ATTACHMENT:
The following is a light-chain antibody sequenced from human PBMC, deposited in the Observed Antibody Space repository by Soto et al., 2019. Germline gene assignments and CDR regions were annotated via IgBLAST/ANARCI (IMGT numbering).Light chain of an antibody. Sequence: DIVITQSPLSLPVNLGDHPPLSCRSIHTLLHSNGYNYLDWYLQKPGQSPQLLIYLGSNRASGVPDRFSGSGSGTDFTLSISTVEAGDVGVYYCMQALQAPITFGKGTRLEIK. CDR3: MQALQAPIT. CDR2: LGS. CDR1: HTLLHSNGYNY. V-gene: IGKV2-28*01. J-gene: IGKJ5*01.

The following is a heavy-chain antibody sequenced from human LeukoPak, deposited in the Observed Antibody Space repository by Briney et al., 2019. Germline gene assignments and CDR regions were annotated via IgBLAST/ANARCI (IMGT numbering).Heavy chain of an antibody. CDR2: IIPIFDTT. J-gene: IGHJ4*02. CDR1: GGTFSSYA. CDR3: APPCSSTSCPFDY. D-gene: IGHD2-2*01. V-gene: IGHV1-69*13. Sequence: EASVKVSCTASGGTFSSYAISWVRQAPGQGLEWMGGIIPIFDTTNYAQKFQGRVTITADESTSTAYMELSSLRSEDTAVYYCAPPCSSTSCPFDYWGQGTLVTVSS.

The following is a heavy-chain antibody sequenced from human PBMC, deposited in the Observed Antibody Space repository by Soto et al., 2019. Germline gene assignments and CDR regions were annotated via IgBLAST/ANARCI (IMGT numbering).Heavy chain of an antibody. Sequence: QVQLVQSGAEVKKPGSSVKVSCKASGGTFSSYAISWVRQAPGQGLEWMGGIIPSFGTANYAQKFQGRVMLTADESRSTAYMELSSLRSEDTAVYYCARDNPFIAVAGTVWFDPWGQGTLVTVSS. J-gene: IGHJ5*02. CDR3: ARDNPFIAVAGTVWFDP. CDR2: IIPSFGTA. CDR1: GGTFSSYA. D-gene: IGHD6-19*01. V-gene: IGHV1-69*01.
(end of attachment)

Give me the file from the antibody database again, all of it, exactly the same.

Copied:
The following is a light-chain antibody sequenced from human PBMC, deposited in the Observed Antibody Space repository by Soto et al., 2019. Germline gene assignments and CDR regions were annotated via IgBLAST/ANARCI (IMGT numbering).Light chain of an antibody. Sequence: DIVITQSPLSLPVNLGDHPPLSCRSIHTLLHSNGYNYLDWYLQKPGQSPQLLIYLGSNRASGVPDRFSGSGSGTDFTLSISTVEAGDVGVYYCMQALQAPITFGKGTRLEIK. CDR3: MQALQAPIT. CDR2: LGS. CDR1: HTLLHSNGYNY. V-gene: IGKV2-28*01. J-gene: IGKJ5*01.

The following is a heavy-chain antibody sequenced from human LeukoPak, deposited in the Observed Antibody Space repository by Briney et al., 2019. Germline gene assignments and CDR regions were annotated via IgBLAST/ANARCI (IMGT numbering).Heavy chain of an antibody. CDR2: IIPIFDTT. J-gene: IGHJ4*02. CDR1: GGTFSSYA. CDR3: APPCSSTSCPFDY. D-gene: IGHD2-2*01. V-gene: IGHV1-69*13. Sequence: EASVKVSCTASGGTFSSYAISWVRQAPGQGLEWMGGIIPIFDTTNYAQKFQGRVTITADESTSTAYMELSSLRSEDTAVYYCAPPCSSTSCPFDYWGQGTLVTVSS.

The following is a heavy-chain antibody sequenced from human PBMC, deposited in the Observed Antibody Space repository by Soto et al., 2019. Germline gene assignments and CDR regions were annotated via IgBLAST/ANARCI (IMGT numbering).Heavy chain of an antibody. Sequence: QVQLVQSGAEVKKPGSSVKVSCKASGGTFSSYAISWVRQAPGQGLEWMGGIIPSFGTANYAQKFQGRVMLTADESRSTAYMELSSLRSEDTAVYYCARDNPFIAVAGTVWFDPWGQGTLVTVSS. J-gene: IGHJ5*02. CDR3: ARDNPFIAVAGTVWFDP. CDR2: IIPSFGTA. CDR1: GGTFSSYA. D-gene: IGHD6-19*01. V-gene: IGHV1-69*01.